Regulators have mapped out the first global plans to force top insurers to hold enough capital, mirroring a well-established framework for banks.

The plans, backed by the G20 group of leading economies, are being developed by the International Association of Insurance Supervisors (IAIS), which represents nearly 140 countries.

Following is a summary of the main elements:

A global Common Supervisory Framework governing insurers will apply from 2019 to cover so-called internationally active insurance groups or IAIGs. Public consultation to start soon.

• IAIGs to be selected on basis of:

  • Premiums written in not fewer than three countries
  • Percentage of gross premiums written outside home country being not less than 10 percent of group total
  • Total assets not less than $50 billion.

• About 50 insurers likely to be included.

A smaller subset group of so-called globally systemically important insurers (GSIIs), of which nine have already been named, face tougher capital requirements.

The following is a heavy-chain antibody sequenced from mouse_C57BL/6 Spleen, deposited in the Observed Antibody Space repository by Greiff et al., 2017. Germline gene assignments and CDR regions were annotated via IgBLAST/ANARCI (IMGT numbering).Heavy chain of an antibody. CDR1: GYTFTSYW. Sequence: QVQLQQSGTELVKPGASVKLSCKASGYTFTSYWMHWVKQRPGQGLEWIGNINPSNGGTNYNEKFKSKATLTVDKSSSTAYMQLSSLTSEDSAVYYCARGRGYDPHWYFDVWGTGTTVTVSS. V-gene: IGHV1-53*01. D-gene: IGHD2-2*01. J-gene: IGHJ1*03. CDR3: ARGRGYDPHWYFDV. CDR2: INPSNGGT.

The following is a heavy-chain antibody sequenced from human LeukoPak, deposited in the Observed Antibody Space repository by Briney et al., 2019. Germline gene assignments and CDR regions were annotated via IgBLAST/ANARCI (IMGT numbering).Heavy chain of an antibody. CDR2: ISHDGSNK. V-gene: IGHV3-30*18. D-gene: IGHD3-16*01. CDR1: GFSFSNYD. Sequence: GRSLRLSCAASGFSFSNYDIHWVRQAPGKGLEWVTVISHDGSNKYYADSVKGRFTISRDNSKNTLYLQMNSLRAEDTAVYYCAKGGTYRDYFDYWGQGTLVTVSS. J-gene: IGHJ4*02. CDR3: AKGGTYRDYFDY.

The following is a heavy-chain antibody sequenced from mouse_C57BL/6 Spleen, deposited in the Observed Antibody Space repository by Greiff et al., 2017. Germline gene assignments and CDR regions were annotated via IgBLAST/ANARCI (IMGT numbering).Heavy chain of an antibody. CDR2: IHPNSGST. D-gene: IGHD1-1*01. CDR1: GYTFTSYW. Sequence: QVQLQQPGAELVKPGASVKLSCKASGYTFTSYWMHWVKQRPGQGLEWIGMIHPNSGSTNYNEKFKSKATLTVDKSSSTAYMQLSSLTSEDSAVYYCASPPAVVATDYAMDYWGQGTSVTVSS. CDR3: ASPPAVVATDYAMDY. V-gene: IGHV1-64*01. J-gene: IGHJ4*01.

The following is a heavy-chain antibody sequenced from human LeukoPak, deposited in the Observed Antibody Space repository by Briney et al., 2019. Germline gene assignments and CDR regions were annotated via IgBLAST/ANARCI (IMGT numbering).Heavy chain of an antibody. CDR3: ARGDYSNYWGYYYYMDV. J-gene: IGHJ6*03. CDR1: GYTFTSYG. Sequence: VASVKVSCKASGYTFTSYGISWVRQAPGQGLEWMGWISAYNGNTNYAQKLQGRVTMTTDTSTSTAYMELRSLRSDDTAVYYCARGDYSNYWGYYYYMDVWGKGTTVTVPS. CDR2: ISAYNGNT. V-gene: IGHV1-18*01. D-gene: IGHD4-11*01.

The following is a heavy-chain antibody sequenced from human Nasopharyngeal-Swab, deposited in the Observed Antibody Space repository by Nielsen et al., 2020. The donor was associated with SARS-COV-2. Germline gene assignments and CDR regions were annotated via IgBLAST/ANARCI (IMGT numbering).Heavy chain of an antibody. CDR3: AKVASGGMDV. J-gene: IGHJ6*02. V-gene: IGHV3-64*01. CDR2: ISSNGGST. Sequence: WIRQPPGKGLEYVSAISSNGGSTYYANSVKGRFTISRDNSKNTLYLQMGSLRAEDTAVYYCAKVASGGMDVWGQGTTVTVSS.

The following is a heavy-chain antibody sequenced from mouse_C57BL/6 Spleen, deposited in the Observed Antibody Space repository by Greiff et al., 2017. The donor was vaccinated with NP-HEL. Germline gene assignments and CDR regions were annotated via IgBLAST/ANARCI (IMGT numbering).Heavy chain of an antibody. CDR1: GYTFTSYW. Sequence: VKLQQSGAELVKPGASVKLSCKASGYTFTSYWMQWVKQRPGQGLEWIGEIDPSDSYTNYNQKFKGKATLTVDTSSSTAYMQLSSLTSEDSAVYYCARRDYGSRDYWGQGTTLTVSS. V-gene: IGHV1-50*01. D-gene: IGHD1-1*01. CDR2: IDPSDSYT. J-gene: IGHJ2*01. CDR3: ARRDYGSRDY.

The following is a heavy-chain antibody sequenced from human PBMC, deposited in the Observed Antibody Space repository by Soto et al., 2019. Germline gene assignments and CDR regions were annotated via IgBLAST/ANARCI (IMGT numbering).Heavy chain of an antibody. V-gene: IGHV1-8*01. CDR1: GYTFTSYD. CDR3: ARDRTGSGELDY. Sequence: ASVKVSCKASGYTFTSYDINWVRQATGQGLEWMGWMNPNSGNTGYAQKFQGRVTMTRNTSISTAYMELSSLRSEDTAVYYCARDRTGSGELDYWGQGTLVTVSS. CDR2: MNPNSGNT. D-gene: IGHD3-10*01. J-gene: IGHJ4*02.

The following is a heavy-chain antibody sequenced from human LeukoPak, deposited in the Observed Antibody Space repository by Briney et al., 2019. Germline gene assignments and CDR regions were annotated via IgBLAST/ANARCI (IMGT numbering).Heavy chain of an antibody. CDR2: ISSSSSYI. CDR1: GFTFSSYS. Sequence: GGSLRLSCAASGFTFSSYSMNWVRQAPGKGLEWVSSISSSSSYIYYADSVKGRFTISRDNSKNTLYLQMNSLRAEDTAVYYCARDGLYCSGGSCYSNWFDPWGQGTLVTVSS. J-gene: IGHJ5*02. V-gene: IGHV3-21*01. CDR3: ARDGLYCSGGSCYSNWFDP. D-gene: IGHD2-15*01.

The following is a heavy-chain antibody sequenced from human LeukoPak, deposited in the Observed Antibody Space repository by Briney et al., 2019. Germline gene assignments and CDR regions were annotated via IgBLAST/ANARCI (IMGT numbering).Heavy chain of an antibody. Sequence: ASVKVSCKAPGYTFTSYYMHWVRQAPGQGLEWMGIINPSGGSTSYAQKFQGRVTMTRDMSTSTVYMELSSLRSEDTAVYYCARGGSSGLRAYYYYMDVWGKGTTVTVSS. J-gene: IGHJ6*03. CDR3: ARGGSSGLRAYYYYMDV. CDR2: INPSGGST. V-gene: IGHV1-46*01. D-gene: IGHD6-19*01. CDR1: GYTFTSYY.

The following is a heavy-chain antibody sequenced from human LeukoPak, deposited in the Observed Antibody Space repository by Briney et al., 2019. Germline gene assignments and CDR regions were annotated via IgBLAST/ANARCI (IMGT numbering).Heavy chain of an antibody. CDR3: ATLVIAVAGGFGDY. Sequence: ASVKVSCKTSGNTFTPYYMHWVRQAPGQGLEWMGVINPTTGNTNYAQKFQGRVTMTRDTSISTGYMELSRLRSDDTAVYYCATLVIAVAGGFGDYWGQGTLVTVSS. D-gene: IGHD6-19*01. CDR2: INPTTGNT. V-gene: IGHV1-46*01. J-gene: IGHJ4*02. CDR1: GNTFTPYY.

A global insurance capital standard, the world’s first-ever global capital standard for insurers, will apply to all IAIGs, including GSIIs, from 2019. Will be risk-based, finalized at the end of 2016, then road tested for two years.

• A “backstop” capital requirement will be less risk-based and apply to GSIIs only from 2015 as a check on whether they hold enough capital, akin to the new global leverage ratio for big banks.

Discussion to take place on whether to apply the backstop to all IAIGs.

• A higher loss-absorbency or HLA requirement will replace the backstop capital requirement for GSIIs from 2019, akin to the “capital surcharge” from 2016 for the world’s 28 most systemically important banks.

(Compiled by Huw Jones; Edited by David Holmes)